Tuesday, July 1, 2014

Ex-Marine Officer Sentenced For VA Disability Fraud And Submitting False Expenses For Active Duty

In a disability and travel payment expense fraud case, a former Marine Captain Shawn A. Joyce was sentenced to four months in federal prison, to pay restitution of $90,602, and three years of supervised release by U.S. District Court Judge John Houston on June 30, 2014. This case was charged as two counts of wire fraud in violation of 18 U.S.C. Section 1343 based on the fact that the Veterans Affairs Administration (VA) and Department of Defense directly deposited funds into Mr. Joyce's bank account.

The facts that Mr. Joyce admitted in his plea agreement regarding expense fraud are as follows.  On November 1, 2008, Mr. Joyce was discharged with the rank of Captain and entered the Marine Corps Reserve. Under certain circumstances, reservists who are called to active duty become eligible for an allowance for lodging, transportation, meals and incidental expenses (travel payments). From 2009 to 2010, Mr. Joyce admitted in his plea agreement that he falsely claimed to be paying $4,030 per month for rent in Solano Beach and in 2011, falsely claimed to be paying $3,700 month per rent in Fountain Valley. The Prosecution intended to prove intent to defraud by the fact that Mr. Joyce created documents that were not real or bona fide rental receipts and created an email in the name of a former roommate and landlord which was used to forward information to the Department of Defense.

The disability fraud was based on knowingly receiving VA benefits while on active duty. Before his initial discharge in November 2008, Capt. Joyce applied to the VA for disability benefits and received a disability rating. Under federal law, a service member receiving VA disability benefits is not entitled to simultaneously receive active duty pay. In November 2008, before his initial discharge Mr. Joyce applied to the VA for disability benefits. In 2010, as a reservist Mr. Joyce was back on active duty which was scheduled to end on June 22, 2010. On June 17, 2010, Mr. Joyce applied for an increase in his VA disability rating. Mr. Joyce began receiving disability benefits effective June 22, 2010 but then received a new set of active duty orders that same date.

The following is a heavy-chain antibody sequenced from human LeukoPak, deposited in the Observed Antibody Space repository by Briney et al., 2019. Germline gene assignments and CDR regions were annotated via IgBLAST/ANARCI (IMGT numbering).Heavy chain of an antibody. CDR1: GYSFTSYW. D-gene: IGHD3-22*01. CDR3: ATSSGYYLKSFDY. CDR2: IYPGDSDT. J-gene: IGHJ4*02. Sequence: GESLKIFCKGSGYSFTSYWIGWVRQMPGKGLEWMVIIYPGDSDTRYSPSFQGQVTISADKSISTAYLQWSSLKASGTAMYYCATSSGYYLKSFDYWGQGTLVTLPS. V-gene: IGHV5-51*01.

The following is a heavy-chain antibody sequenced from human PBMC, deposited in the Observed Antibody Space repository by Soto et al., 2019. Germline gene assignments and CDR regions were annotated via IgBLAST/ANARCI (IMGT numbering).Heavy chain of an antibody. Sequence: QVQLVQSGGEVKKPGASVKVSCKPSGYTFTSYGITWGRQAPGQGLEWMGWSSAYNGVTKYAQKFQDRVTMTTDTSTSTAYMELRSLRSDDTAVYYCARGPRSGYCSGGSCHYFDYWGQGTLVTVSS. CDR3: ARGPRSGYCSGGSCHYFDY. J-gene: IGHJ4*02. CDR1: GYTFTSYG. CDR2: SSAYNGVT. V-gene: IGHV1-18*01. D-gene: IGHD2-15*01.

The Prosecution intended to show intent to defraud on the disability payments since there was evidence that after Mr. Joyce received a new set of active duty orders effective June 22, 2010, he contacted the VA afterwards in September 2010 and January 2011 and asked for increased amounts in his disability rating without telling the VA he was on active duty.

There appear to be mitigating circumstances in this case that relate to Mr. Joyce's disability and psychological conditions. However, that did not prevent the Court from sentencing Mr. Joyce to federal prison for a short term which should make him eligible for house arrest.

There is an increase in the prosecution of disability insurance fraud cases especially where the individuals are government employees such as former military and law enforcement and professionals. One common factor that I see in these cases is that individuals receiving the benefits fear stopping the benefits or misrepresentations for fear of being discovered even though these are facts that will assist them greatly in the event charges are ever filed. In addition, there are ways to repay the amounts to mitigate the damages before charges are filed. Voluntary disclosure works in many cases although each case is different. Often the individuals in the midst of these issues cannot evaluate them objectively.

Posted by Tracy Green, Esq.
Phone; 213-233-2260
Email: tgreen@greenassoc.com


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